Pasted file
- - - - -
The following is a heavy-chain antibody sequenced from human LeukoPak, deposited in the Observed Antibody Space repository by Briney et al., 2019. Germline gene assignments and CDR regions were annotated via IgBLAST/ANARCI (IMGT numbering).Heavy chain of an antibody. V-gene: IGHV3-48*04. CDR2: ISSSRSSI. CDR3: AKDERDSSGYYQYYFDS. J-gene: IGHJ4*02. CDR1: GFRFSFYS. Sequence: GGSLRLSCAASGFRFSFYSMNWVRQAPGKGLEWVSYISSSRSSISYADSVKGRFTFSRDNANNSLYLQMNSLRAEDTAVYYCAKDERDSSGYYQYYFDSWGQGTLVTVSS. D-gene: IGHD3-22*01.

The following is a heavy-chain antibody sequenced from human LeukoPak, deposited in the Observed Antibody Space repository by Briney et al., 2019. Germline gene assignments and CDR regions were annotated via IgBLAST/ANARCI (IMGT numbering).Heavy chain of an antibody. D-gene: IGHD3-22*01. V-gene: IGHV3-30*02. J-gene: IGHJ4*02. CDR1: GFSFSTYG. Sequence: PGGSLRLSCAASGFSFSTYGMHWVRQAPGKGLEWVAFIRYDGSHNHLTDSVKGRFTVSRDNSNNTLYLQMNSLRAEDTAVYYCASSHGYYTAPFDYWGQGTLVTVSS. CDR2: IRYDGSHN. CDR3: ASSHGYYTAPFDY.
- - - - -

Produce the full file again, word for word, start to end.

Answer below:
The following is a heavy-chain antibody sequenced from human LeukoPak, deposited in the Observed Antibody Space repository by Briney et al., 2019. Germline gene assignments and CDR regions were annotated via IgBLAST/ANARCI (IMGT numbering).Heavy chain of an antibody. V-gene: IGHV3-48*04. CDR2: ISSSRSSI. CDR3: AKDERDSSGYYQYYFDS. J-gene: IGHJ4*02. CDR1: GFRFSFYS. Sequence: GGSLRLSCAASGFRFSFYSMNWVRQAPGKGLEWVSYISSSRSSISYADSVKGRFTFSRDNANNSLYLQMNSLRAEDTAVYYCAKDERDSSGYYQYYFDSWGQGTLVTVSS. D-gene: IGHD3-22*01.

The following is a heavy-chain antibody sequenced from human LeukoPak, deposited in the Observed Antibody Space repository by Briney et al., 2019. Germline gene assignments and CDR regions were annotated via IgBLAST/ANARCI (IMGT numbering).Heavy chain of an antibody. D-gene: IGHD3-22*01. V-gene: IGHV3-30*02. J-gene: IGHJ4*02. CDR1: GFSFSTYG. Sequence: PGGSLRLSCAASGFSFSTYGMHWVRQAPGKGLEWVAFIRYDGSHNHLTDSVKGRFTVSRDNSNNTLYLQMNSLRAEDTAVYYCASSHGYYTAPFDYWGQGTLVTVSS. CDR2: IRYDGSHN. CDR3: ASSHGYYTAPFDY.